Dads Are Important for the Integral Development
Research has revealed that interactions with a father are as important as
interactions with a mother in a child’s integral development.
A father’s influence starts to be important from very early on. One study,
conducted in Germany, showed that dads who interacted with their kids in
sensitive, supportive, and challenging ways, starting from the age of two,
continued to have a good rapport with them through their teen years.
Dad is important to a baby’s social development 5, 10, and 20 years down the
line. Researchers found that kids less attached to their dads at age 5 were more
anxious, withdrawn, and less self-confident at age 9. This resulted in lower
acceptance by peers and made them less well adjusted at school.
Another study revealed that kids from families where dads work together with
children on household chores, proved to be better adjusted and more socially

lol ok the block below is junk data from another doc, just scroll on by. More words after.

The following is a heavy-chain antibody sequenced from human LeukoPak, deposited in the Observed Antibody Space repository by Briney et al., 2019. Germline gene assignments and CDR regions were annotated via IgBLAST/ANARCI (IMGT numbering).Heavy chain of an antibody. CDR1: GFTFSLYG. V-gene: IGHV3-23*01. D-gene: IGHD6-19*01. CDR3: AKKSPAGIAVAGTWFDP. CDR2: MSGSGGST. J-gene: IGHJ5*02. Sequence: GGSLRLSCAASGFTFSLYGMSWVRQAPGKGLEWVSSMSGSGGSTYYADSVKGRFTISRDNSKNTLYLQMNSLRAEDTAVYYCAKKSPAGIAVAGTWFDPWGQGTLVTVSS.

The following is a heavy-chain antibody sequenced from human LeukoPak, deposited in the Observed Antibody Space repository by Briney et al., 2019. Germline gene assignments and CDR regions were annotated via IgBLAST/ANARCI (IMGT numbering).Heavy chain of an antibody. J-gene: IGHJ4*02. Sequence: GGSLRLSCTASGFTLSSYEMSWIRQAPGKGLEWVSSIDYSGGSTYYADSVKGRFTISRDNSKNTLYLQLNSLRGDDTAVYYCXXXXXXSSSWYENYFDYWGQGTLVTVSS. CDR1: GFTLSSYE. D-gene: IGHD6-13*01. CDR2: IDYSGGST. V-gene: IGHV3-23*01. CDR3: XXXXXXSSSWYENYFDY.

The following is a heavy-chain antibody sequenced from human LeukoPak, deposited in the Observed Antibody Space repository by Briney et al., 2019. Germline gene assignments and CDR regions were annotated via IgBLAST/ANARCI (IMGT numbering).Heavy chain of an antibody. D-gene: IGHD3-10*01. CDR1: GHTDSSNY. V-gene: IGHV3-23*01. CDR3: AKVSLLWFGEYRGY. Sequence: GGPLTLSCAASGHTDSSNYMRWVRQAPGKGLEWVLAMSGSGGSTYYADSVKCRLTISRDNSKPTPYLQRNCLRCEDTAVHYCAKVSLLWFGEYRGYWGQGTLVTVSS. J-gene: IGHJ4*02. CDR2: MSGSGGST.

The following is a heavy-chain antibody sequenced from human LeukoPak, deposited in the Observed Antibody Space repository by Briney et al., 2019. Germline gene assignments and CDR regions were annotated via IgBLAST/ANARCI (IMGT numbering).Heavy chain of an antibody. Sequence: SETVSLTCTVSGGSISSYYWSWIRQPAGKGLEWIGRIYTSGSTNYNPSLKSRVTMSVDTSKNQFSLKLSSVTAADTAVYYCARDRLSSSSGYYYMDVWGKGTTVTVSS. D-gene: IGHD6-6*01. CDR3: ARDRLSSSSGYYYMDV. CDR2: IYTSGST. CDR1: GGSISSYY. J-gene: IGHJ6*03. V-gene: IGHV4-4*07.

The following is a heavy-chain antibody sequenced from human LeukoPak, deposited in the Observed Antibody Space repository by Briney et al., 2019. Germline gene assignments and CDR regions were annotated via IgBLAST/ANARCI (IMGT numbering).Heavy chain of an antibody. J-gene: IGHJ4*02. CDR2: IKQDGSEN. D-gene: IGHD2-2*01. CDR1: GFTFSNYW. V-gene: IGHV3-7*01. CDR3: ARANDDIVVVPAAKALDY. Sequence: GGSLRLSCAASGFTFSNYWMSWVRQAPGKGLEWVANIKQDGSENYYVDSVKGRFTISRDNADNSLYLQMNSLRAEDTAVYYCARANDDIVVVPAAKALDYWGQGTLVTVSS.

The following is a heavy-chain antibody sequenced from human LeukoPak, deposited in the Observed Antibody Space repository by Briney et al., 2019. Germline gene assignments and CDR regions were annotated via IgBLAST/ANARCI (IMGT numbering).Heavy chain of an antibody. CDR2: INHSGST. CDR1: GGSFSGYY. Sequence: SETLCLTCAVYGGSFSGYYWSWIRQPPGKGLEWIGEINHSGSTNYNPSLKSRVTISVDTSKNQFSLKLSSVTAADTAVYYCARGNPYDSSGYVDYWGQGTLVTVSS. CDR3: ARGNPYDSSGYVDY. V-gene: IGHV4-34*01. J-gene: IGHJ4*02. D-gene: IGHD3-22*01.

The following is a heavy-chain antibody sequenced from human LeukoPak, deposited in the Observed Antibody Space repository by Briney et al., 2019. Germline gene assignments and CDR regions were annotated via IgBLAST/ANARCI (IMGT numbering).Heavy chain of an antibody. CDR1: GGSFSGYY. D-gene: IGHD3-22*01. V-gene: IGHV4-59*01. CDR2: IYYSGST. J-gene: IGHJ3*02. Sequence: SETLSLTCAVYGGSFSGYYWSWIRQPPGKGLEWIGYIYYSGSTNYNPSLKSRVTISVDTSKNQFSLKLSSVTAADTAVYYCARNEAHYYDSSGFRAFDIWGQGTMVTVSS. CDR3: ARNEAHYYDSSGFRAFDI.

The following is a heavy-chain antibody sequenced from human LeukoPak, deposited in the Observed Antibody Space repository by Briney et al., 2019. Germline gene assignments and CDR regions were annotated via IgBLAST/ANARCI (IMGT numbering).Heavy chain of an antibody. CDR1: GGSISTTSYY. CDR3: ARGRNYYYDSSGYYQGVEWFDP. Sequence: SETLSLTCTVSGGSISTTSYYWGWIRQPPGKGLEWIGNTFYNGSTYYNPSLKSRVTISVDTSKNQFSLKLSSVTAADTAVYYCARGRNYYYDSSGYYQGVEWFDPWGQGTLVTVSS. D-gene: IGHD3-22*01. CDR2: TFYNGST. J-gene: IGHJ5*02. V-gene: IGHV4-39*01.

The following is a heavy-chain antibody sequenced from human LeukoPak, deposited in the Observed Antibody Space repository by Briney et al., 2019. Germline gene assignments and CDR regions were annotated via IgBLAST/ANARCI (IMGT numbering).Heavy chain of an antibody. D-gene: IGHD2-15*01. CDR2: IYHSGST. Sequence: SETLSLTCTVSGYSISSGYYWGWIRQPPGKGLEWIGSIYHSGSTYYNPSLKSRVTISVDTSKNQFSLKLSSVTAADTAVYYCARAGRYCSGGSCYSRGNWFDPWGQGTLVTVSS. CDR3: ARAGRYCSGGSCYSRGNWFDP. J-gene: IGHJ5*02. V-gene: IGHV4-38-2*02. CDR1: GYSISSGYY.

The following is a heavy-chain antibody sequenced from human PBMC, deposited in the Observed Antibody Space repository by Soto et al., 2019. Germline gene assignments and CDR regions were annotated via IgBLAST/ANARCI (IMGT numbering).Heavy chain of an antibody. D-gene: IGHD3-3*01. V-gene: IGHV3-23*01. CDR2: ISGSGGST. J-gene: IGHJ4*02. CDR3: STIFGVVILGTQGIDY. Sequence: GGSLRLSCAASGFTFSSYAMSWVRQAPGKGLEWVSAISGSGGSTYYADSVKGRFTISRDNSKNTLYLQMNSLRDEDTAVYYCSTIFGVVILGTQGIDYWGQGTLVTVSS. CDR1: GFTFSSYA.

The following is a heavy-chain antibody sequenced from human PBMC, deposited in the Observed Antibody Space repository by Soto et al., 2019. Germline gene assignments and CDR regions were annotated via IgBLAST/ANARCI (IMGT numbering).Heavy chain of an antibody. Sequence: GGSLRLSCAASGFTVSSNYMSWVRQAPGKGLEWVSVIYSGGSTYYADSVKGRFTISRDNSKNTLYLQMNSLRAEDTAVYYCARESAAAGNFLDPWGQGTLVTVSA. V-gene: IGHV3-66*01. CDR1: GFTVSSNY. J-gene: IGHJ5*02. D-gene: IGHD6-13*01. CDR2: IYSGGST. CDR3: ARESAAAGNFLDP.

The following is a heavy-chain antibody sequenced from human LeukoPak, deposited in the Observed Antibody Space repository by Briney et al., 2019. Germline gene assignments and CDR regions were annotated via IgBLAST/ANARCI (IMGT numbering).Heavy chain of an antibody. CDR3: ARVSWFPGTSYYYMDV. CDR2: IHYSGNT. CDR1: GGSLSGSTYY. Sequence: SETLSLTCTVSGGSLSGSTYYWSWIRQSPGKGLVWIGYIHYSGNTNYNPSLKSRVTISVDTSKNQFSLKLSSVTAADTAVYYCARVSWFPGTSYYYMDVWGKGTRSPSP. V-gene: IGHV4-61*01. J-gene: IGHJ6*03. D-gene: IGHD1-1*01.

aware. This provides a win-win situation for dads, moms, and kids. It might
interest sex-deprived dads that this same research also found that dads who did
more housework fared better in their sex lives with their wives.
How Are Dads Different from Moms?
In our culture, mom is looked upon as the expert in child rearing, because she
usually is the one to stay home with the baby and takes a more natural intense
interest in the baby due to her specific personal experience. Moms and
grandmothers often patronize fathers about their role (“isn’t that cute how he
tries to change the diaper”) or worse, criticize dads outright for their
approach to parenting. It’s very important for couples working as a team to
understand that yet again, Mars and Venus look at their roles as parents
differently. One is not better than the other. In fact, research has revealed
that kids develop more completely when the parenting styles of dads and moms
complement each other. It is important to understand that fathers parent
differently because dads don’t always think like moms.
Note: Navigate through the following links to read the entire article.
Top Five Ways in which Dads are Different: Introduction